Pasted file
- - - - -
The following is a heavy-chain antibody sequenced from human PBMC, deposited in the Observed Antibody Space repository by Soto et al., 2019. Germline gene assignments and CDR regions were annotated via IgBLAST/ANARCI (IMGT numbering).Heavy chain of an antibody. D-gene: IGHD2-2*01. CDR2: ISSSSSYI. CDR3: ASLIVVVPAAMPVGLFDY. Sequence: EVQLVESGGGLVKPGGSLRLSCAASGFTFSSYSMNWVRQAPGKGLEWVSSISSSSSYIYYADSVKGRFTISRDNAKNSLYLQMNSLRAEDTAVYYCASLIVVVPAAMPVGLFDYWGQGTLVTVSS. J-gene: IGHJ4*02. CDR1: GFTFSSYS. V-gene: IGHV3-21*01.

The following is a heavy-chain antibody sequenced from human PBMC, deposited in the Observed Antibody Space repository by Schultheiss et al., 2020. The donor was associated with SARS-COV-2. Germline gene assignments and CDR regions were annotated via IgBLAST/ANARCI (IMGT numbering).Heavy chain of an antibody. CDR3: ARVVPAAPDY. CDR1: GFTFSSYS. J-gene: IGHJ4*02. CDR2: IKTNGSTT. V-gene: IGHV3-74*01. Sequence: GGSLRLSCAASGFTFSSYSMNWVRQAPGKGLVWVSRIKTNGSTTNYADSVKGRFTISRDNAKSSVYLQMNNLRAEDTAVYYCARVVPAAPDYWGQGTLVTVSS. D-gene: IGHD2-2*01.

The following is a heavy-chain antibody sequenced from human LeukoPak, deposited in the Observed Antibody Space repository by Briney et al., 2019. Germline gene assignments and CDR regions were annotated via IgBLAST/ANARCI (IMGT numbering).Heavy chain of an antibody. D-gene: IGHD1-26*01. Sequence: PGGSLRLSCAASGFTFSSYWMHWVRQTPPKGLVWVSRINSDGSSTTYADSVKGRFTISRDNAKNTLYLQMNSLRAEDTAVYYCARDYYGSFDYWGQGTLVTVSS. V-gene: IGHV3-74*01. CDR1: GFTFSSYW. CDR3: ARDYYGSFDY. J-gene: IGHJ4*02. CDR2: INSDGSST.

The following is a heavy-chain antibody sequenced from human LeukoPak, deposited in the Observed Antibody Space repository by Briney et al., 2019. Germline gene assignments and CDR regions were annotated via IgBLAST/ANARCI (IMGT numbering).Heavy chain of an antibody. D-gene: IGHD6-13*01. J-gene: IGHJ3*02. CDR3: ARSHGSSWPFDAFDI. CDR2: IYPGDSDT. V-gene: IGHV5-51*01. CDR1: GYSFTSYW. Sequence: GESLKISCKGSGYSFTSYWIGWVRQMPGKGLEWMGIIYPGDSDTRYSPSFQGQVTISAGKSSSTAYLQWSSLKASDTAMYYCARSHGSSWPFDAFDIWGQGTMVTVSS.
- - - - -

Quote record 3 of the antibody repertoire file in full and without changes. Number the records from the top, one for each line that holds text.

The following is a heavy-chain antibody sequenced from human LeukoPak, deposited in the Observed Antibody Space repository by Briney et al., 2019. Germline gene assignments and CDR regions were annotated via IgBLAST/ANARCI (IMGT numbering).Heavy chain of an antibody. D-gene: IGHD1-26*01. Sequence: PGGSLRLSCAASGFTFSSYWMHWVRQTPPKGLVWVSRINSDGSSTTYADSVKGRFTISRDNAKNTLYLQMNSLRAEDTAVYYCARDYYGSFDYWGQGTLVTVSS. V-gene: IGHV3-74*01. CDR1: GFTFSSYW. CDR3: ARDYYGSFDY. J-gene: IGHJ4*02. CDR2: INSDGSST.